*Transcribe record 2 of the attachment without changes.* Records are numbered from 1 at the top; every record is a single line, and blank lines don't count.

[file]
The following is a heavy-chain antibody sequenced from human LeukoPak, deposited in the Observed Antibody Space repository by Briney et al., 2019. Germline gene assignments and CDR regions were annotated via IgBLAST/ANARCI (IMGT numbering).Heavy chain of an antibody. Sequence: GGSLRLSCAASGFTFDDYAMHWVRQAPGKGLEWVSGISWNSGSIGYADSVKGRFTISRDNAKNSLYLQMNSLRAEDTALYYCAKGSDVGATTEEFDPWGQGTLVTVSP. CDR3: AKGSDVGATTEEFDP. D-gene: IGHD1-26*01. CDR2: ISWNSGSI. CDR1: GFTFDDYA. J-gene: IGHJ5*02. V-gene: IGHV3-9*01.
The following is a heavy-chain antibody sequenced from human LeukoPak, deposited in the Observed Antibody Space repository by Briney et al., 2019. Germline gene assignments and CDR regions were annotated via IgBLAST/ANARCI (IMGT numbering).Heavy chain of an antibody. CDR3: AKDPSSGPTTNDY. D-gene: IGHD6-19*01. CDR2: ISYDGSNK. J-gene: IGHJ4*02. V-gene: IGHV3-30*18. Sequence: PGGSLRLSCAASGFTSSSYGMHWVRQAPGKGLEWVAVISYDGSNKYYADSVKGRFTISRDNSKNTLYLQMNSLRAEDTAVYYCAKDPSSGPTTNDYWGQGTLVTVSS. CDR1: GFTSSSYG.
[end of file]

The following is a heavy-chain antibody sequenced from human LeukoPak, deposited in the Observed Antibody Space repository by Briney et al., 2019. Germline gene assignments and CDR regions were annotated via IgBLAST/ANARCI (IMGT numbering).Heavy chain of an antibody. CDR3: AKDPSSGPTTNDY. D-gene: IGHD6-19*01. CDR2: ISYDGSNK. J-gene: IGHJ4*02. V-gene: IGHV3-30*18. Sequence: PGGSLRLSCAASGFTSSSYGMHWVRQAPGKGLEWVAVISYDGSNKYYADSVKGRFTISRDNSKNTLYLQMNSLRAEDTAVYYCAKDPSSGPTTNDYWGQGTLVTVSS. CDR1: GFTSSSYG.